I’m guessing you put a lot of effort into crafting your nonprofit’s email messages. You carefully consider the subject line and preview pane, email copy, images and design, and call to action. At least I hope you do!
And you can learn how to do this here, here, and here.
However, a quality email message, be it an appeal, thank you, gratitude report, or other call to action, isn’t the whole story.
Standing alone, the best email in the world won’t accomplish much.
- Won’t get your message across.
- Won’t improve your branding.
- Won’t persuade people to take your desired action.
- Won’t get shared with constituent networks.
- Won’t move people along a continuum of connection with you – from awareness… to interest… to engagement… to investment.
Unless the email is paired with a very important action… people must open your email.
And guess what?
Despite what you may think, here’s the ugly truth.
Mostly, people won’t open your email.
It’s not because it isn’t high quality.
It’s because most people are swamped with emails.
Here are some vital statistics:
- Employed people receive an average of 126 emails/day to their business in-box. The average person has 1.75 email accounts. Many folks have a professional account, a personal account and an ‘extra’ account they use to sign up for stuff. So that’s 200, 300, 400 or more emails/day to wade through!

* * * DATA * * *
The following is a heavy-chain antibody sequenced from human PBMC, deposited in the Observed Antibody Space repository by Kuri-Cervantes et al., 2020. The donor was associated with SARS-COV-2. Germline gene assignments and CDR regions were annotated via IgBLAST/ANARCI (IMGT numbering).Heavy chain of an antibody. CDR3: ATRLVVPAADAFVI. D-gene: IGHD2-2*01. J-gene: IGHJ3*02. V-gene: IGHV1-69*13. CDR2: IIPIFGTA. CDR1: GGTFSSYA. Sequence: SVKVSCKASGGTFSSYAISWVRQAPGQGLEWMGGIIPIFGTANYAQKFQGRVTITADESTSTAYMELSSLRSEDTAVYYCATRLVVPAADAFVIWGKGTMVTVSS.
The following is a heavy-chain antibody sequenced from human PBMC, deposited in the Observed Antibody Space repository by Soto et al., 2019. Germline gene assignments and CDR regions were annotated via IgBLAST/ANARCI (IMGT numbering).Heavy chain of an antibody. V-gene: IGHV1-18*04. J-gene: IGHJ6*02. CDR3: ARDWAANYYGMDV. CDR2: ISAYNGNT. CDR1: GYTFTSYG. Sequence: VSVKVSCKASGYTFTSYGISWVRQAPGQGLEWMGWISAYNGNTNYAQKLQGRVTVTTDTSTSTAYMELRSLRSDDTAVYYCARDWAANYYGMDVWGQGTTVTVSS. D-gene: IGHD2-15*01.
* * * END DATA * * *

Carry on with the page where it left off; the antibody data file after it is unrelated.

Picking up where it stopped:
- GenZ receive an average of 20 emails/day, though they may be no more likely to open your email and/or act on it (especially if it’s urgent) because they visit their inbox infrequently.
- The average nonprofit email open rate is 23%. So more than three-quarters of the folks on your list will never see your beautifully crafted, compelling message.
- 85% of all emails are spam.
Yes, you can increase the odds your email will be opened by crafting a super winning subject line and preview pane, but people are still busy. You’re not their priority.
So how can you increase the odds your message will be received?
Send email more often to better your odds.
This is pretty much common sense.
But we have a tendency to leave our common sense at the door when we cross the thresholds of our nonprofit offices.
We fall prey to all sorts of myths and the calamity of opinion over knowledge. Does any of this sound familiar?
- Your boss says “People will be ticked off if we message them too much.
- Your marketing director says “We don’t want to risk people unsubscribing.”
- Your board member says “Let’s not bother people too much.”
What informs these opinions? Generally not much beyond what these folks feel personally, but I hope you know by now you are not your donors.
And, really, what does it matter if someone who doesn’t give to you unsubscribes? Sending email more often may lead to more unsubscribes, but that actually results in a cleaner, more targeted and engaged list. And it keeps you from wondering why you’re not raising more money from your 10,000 email list – which really should be whittled down to half that size.